Something about the color purple attracts your eyes and makes you think about the words ‘elegance, royalty, beautiful.’ But you seldom associate the word with something edible like dessert food. In certain countries, the yam plant comes in many varieties. And one outstanding species is the purple yam, which is literally purple in color (some deep parts of it are violet, with dark velvety-like hues). The roots that turn mature in due time will be harvested, sold, pounded and would usually be turned to flour-form to prepare it for your favorite recipes. This purple yam flour becomes the basis of this recipe.
Prepare the items in the recipe (some of which you can probably order online if you’re not living near a well-stocked Asian supermarket):
2 packs of purple yam flour, 480 grams each pack
1 package of cassava flour, usually at 1 lb each bag
2 large size eggs
1 can of coconut milk, usually at 13.5 ounces a can
1 pouch of unsweetened coconut meat (you can replace this with a 12-ounce jar of coconut strings, typically called ‘macapuno’ in most Asian stores)
1 and a half cups of melted butter1 can of 14-ounce sweetened condensed milk
1) Toss into a big bowl the yam flour, cassava flour, eggs, coconut milk and condensed milk. Mix them well all together until they form into a batter. Set aside in the meantime.
2) Set oven at 375 degrees Fahrenheit.
3) Place the batter into your baking pan that has been pre-greased with your favorite cooking oil spray or shortening.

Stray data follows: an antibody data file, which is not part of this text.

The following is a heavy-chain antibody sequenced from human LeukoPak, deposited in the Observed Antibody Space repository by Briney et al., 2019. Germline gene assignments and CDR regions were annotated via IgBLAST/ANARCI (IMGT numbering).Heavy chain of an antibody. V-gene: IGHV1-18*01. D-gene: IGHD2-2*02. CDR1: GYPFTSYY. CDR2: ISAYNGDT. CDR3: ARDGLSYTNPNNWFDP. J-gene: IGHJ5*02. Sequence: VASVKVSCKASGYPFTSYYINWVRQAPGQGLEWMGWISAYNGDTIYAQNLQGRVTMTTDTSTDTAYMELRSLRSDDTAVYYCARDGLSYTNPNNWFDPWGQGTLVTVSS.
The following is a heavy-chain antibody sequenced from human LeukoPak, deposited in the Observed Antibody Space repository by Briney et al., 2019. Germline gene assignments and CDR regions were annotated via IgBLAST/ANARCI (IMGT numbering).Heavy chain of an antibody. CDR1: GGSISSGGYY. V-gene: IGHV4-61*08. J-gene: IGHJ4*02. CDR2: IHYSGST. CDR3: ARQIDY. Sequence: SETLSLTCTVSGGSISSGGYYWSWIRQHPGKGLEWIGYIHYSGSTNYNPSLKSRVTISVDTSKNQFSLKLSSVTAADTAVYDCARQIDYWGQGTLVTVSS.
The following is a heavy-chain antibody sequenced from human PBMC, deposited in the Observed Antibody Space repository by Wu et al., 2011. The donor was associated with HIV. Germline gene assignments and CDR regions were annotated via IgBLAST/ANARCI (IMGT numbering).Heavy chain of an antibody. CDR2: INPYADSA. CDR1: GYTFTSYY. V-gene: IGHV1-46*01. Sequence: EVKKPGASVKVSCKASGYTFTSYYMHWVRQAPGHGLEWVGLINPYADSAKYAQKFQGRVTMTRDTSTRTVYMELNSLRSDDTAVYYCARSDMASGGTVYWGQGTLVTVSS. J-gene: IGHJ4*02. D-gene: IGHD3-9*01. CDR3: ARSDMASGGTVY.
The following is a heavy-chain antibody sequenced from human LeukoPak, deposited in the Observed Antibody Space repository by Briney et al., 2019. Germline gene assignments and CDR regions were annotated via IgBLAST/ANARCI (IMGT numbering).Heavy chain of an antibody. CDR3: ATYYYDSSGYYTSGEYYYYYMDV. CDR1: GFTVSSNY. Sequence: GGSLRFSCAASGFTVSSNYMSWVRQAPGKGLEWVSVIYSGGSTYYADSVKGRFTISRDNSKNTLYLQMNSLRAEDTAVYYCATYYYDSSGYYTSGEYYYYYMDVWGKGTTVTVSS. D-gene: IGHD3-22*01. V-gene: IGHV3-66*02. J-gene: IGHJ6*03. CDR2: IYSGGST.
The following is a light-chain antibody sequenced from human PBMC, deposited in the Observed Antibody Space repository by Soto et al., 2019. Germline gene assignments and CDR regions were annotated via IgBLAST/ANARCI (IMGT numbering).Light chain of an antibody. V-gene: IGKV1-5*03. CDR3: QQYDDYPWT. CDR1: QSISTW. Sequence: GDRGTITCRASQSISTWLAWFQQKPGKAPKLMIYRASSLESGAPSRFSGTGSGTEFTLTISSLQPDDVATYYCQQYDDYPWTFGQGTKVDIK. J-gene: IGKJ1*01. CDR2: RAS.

4) Put pan into the oven and bake for at least 50 minutes, which period can make a firmer cake. If you’re familiar with baking techniques, you may reduce the minutes according to your experience, and you’ll in turn have a more spongy cake.
5) When done, bring out the pan from oven and place it on a wire rack. Pour and spread melted butter all over the top of the cake.
6) Using a fork, distribute coconut strings on top of the cake. You may use all the contents of the bottle, following your preferences.
7) Place the pan again inside the oven at 350 degrees Fahrenheit. And bake for at least 10 minutes, which will make the cake’s top turn a bit brown.
Cool completely before serving. This has been inspired by a recipe shared with the author by his friend Mela who, one time, brought her squared pieces of ube cassava cake already packed in foil to their regular Friday evening prayer meeting group. The cake turned into an instant favorite for everyone who was around that night.